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Congratulations, You Survived Another Year!

January 5th, 2011

For many fundraisers, the time between Thanksgiving and New Year’s is dreaded the most.  It’s the sink-or-swim season, when everything you’ve got is thrown into appeals, hoping to make coffers swell.  Did you feel like you were drowning for a while?

A lot of organizations won’t know their final totals and how successful their efforts were for a few more weeks yet, until the dust settles and everything is entered, counted and analyzed, but as you’re winding down and regrouping, consider an additional question:  Did you accomplish everything you wanted to this year?

Making the overall campaign goal is certainly important, as well as increasing your average gift, number of donors, acquisition, and your other fundraising markers.  Beyond that, however, surely there are aspirations that you, as a fundraiser have made that too often take a back seat or get forgotten in the frenzy.

Were you hoping to spend more time in the field this year, so that you’ve gotten additional experience working with major donors?  Did you want to take a course in grant writing?  Have you been meaning to learn how to use Facebook and/or Twitter, or did you just want to grasp your database’s reporting system better, so that you don’t have to ask someone else to run them each week?  Perhaps it’s time to study for the CFRE exam and become certified in your profession.

Whatever it is that you would like to learn, improve or accomplish, make a point to consciously add it to your goals and calendar for 2011, instead of just getting around to it in your “spare time.”  The rest of the year may not be as frantic as year-end, but fundraisers rarely have any time to spare.

Just as you map out how you’re going to reach your fundraising goals:

•     I’m going to visit ___ prospects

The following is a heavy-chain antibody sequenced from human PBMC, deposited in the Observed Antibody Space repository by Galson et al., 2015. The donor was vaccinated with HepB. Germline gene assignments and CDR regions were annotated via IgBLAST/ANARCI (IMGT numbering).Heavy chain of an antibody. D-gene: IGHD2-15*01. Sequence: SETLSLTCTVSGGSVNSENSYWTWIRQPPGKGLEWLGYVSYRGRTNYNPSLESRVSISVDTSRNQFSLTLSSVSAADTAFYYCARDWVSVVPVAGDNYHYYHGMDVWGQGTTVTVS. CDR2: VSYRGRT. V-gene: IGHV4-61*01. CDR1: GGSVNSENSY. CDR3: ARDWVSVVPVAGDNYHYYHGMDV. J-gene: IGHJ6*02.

•     I’m going to send ___ mailings
•     I’ll make ___ phone calls each week

so should you plan your career goals:

•     I’m going to take that grant writing class
•     I will create and use my Twitter account on a regular basis
•     I’m going to study for and take the CFRE exam this year

Keep in mind that you don’t have to navigate these waters alone, either.  It’s always helpful when your organization offers guidance and training, and your co-workers and supervisor are supportive, but even if that is the case, getting another perspective can be very beneficial.  (And, of course, for many people, their work environment is not as educational and supportive as they’d hoped, so that’s all the more reason to seek help elsewhere.)

Networking with a variety of others, through professional organizations such as AFP, CASE, AHP, APRA and NTEN, provide a plethora of resources that one nonprofit simply cannot offer alone, regardless of its size.

Another wise investment in your career is to spend one-on-one time with a mentor in the field – preferably someone who has particular experience in the area that you see yourself headed toward in a few more years.  Networking in larger professional groups is a good way to gain exposure to more people in general, however, to get a better idea overall of what direction you see yourself taking in the future.

As you begin tallying and analyzing those figures coming in, keep in mind that boosting numbers isn’t the only objective you should be striving for.  Certainly you want to raise more money, but consider what you’ll do to hone your craft this year and boost yourself as well as the organization.

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Starting in 2011, blog posts will alternate weekly, and the Annual Giving columns and the Fix It Or Forget It? columns will appear on Wednesdays.

____________________________________________________________________________________Good Good judgment comes from experience, and experience comes from bad judgment.
—  Rita Mae Brown

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